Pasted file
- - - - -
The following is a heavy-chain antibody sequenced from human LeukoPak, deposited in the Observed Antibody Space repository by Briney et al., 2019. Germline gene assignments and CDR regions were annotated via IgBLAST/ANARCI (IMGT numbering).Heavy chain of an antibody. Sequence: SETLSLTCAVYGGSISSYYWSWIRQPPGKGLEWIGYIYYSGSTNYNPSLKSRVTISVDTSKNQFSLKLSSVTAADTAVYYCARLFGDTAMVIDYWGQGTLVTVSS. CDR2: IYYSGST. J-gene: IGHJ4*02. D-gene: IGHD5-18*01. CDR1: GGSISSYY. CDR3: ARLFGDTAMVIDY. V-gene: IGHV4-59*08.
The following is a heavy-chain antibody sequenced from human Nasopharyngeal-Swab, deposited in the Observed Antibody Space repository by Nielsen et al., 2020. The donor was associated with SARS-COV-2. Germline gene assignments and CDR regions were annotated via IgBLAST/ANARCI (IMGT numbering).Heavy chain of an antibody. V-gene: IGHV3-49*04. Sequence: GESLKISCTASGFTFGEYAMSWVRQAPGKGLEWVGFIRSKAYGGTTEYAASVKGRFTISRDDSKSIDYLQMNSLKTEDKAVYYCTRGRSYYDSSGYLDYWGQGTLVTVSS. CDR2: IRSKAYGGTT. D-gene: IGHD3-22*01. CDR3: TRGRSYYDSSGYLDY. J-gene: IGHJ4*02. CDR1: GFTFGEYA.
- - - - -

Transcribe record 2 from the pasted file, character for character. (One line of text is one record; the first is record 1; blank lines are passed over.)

The following is a heavy-chain antibody sequenced from human Nasopharyngeal-Swab, deposited in the Observed Antibody Space repository by Nielsen et al., 2020. The donor was associated with SARS-COV-2. Germline gene assignments and CDR regions were annotated via IgBLAST/ANARCI (IMGT numbering).Heavy chain of an antibody. V-gene: IGHV3-49*04. Sequence: GESLKISCTASGFTFGEYAMSWVRQAPGKGLEWVGFIRSKAYGGTTEYAASVKGRFTISRDDSKSIDYLQMNSLKTEDKAVYYCTRGRSYYDSSGYLDYWGQGTLVTVSS. CDR2: IRSKAYGGTT. D-gene: IGHD3-22*01. CDR3: TRGRSYYDSSGYLDY. J-gene: IGHJ4*02. CDR1: GFTFGEYA.